That’s how I came to be sitting on the back bumper of the Pinto wagon with the gate up, in dubious shade. The day was hot, nearly one hundred, with an oceanic heaviness to the air that is unusual for California. Brassy blue sky, cougar colored grass, pale dusty live oaks throwing dark pools shade. I was fifty yards from the nearest tree. Under that tree was a forest green pickup. In the back of the pickup, Ed was waiting with a rifle. Further up the valley, Barton sat on a folding chair outside the panel truck with a rifle across his knees. I had talked Cabral into waiting inside, out of sight.
Davis arrived in a Lincoln Town Car. It pulled up in a swirl of dust and lurched to a stop. A lean young black man got out from behind the wheel. Despite the heat, he was wearing a 49ers windbreaker to cover his gun. He left the motor and air conditioning running and walked over to me. He circled the Pinto, looking in. I let him. Then he said, “Step away from the car.”
I knew why, but it was not the right time to let him think he could give orders.
“You want this meeting or not?”
Not needing to push the point, I walked away with him about twenty feet.
He looked at me, and looked over my shoulder to where Ed had his rifle half raised. It was a touchy situation, and he was feeling it. He said, “I gotta search you.”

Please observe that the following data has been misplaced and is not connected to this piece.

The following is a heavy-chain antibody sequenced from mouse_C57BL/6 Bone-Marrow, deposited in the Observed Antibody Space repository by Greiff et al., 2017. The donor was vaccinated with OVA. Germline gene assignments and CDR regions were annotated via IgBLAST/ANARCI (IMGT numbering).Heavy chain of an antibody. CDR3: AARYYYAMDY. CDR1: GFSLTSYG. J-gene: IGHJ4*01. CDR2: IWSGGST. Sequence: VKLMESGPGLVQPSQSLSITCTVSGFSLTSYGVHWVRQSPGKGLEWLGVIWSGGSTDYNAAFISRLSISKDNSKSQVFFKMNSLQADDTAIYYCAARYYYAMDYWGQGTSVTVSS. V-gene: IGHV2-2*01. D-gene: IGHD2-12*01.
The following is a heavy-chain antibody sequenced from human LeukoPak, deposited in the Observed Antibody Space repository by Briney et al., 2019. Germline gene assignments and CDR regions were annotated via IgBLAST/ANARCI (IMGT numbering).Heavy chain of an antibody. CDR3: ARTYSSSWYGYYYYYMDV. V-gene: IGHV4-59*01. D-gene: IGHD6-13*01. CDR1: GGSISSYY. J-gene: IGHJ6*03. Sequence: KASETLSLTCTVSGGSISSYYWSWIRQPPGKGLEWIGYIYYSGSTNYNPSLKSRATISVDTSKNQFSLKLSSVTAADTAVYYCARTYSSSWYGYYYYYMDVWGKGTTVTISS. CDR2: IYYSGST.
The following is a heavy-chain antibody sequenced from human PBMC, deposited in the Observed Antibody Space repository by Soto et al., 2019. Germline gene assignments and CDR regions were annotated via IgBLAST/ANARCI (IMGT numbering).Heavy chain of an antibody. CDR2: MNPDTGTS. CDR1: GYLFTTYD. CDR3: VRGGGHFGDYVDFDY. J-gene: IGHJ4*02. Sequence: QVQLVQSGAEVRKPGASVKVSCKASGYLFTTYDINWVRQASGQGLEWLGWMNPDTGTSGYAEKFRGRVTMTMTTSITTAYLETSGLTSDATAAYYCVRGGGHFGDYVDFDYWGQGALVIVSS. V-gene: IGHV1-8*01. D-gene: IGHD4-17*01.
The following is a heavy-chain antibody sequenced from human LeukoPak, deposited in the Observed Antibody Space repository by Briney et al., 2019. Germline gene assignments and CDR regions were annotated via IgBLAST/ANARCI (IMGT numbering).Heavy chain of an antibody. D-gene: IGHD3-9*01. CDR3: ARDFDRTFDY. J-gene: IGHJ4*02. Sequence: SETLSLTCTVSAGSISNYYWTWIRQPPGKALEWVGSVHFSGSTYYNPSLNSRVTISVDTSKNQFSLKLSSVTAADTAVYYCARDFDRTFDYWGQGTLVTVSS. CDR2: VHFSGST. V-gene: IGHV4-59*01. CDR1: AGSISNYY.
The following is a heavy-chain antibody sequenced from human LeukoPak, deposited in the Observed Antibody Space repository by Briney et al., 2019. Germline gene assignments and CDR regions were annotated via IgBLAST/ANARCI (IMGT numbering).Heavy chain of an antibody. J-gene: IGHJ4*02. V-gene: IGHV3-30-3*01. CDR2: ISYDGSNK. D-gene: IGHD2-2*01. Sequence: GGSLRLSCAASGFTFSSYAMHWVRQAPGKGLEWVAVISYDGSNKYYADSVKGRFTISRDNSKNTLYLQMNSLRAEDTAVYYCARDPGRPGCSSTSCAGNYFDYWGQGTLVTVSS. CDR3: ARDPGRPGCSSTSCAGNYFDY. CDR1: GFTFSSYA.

I nodded and he did a quick and efficient frisk. Then he said, “Wait here,” and went back to report that I wasn’t armed or wired.
In this slow, deliberate unfolding of negotiations, there was plenty of time for fear. Here was a man whose son I had killed. No matter how this meeting came out, I had business with him that would not be completed soon or easily.
The young man came back and said, “We are going to drive over by that tree. You walk over, okay?”
“No. You want to chose a spot where we won’t have a microphone planted. That’s all right. I expected that. But not out of rifle range.”
“Don’t try to talk for yourself. You’re just an errand boy. Go ask your boss.”
“Look man . . .”
I spoke over him. “Don’t waste my time. Just trot on back over there and relay the message.”
He didn’t like it, but he took it, because he was an errand boy. A tough errand boy. He wasn’t scared of me. He might be scared of Davis.
I scrubbed my hands up over my face, pushing the sweat back behind my ears. My clothes were wet through and the sun was relentless. The driver got back in and drove up. The window on the back right went down with a low, electric whine and I got my first look at Cameron Davis. more tomorrow